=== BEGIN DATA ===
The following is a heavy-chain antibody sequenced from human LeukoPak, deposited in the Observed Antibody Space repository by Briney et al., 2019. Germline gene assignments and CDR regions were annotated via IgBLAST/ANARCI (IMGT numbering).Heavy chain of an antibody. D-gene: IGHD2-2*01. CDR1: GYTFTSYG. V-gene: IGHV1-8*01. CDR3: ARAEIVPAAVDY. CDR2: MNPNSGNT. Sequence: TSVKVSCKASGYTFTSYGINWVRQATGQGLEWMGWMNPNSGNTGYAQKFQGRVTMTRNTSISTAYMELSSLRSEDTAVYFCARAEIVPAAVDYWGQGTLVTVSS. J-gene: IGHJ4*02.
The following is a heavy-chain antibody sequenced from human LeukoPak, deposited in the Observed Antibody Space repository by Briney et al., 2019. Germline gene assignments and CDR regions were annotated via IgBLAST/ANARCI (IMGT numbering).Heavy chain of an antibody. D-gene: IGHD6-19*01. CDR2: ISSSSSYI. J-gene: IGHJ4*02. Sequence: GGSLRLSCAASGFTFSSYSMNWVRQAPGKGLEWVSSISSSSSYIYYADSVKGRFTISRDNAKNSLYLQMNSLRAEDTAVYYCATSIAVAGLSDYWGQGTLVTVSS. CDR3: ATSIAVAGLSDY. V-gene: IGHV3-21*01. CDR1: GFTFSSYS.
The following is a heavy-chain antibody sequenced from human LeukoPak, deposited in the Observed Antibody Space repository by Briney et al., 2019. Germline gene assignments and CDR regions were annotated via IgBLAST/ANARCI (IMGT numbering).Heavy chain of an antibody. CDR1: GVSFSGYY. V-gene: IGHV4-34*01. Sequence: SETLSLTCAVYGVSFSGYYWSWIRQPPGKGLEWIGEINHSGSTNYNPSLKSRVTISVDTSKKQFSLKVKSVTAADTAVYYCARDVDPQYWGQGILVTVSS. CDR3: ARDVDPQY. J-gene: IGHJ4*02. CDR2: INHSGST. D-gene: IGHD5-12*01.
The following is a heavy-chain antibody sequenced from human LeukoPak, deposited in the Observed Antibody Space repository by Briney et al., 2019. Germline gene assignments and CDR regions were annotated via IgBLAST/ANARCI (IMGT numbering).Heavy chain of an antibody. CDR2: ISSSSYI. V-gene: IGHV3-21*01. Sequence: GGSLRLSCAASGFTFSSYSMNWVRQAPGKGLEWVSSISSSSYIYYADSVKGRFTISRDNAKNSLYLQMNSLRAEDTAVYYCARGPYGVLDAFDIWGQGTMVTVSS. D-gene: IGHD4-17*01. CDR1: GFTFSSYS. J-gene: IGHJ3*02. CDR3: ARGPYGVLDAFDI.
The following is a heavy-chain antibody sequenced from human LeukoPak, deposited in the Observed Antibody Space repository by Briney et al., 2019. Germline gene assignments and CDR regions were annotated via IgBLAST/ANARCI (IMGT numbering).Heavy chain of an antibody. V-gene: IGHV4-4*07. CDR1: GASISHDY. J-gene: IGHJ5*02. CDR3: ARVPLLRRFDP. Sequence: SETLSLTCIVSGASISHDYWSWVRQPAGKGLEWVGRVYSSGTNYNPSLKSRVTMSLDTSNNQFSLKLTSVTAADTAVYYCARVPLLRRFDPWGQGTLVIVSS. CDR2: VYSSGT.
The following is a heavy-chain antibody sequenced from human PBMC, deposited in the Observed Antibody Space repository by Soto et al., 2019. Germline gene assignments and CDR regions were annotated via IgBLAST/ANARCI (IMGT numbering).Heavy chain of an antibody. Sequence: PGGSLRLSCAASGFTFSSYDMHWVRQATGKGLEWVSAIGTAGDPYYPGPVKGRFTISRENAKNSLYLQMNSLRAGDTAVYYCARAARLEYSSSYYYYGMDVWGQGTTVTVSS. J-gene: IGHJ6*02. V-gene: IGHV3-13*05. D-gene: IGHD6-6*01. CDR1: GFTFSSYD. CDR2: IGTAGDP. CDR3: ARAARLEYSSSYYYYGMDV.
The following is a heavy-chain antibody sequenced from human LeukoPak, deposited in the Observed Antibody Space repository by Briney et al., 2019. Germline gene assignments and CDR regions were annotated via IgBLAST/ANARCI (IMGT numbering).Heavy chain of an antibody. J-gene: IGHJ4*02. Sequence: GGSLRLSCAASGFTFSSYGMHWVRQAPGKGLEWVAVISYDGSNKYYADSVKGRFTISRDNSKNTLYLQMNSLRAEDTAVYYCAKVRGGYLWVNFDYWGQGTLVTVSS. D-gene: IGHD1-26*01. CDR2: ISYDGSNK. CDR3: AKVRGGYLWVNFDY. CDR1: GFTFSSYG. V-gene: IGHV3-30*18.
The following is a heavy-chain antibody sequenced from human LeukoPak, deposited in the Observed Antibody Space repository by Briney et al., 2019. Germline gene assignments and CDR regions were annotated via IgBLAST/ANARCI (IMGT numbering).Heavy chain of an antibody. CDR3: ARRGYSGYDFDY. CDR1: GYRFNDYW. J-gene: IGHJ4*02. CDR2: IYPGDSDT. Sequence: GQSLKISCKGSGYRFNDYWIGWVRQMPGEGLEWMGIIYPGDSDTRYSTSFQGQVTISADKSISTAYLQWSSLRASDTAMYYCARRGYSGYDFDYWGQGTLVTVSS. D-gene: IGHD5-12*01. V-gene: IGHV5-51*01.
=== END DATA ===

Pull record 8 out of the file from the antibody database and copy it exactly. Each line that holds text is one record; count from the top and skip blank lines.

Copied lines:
The following is a heavy-chain antibody sequenced from human LeukoPak, deposited in the Observed Antibody Space repository by Briney et al., 2019. Germline gene assignments and CDR regions were annotated via IgBLAST/ANARCI (IMGT numbering).Heavy chain of an antibody. CDR3: ARRGYSGYDFDY. CDR1: GYRFNDYW. J-gene: IGHJ4*02. CDR2: IYPGDSDT. Sequence: GQSLKISCKGSGYRFNDYWIGWVRQMPGEGLEWMGIIYPGDSDTRYSTSFQGQVTISADKSISTAYLQWSSLRASDTAMYYCARRGYSGYDFDYWGQGTLVTVSS. D-gene: IGHD5-12*01. V-gene: IGHV5-51*01.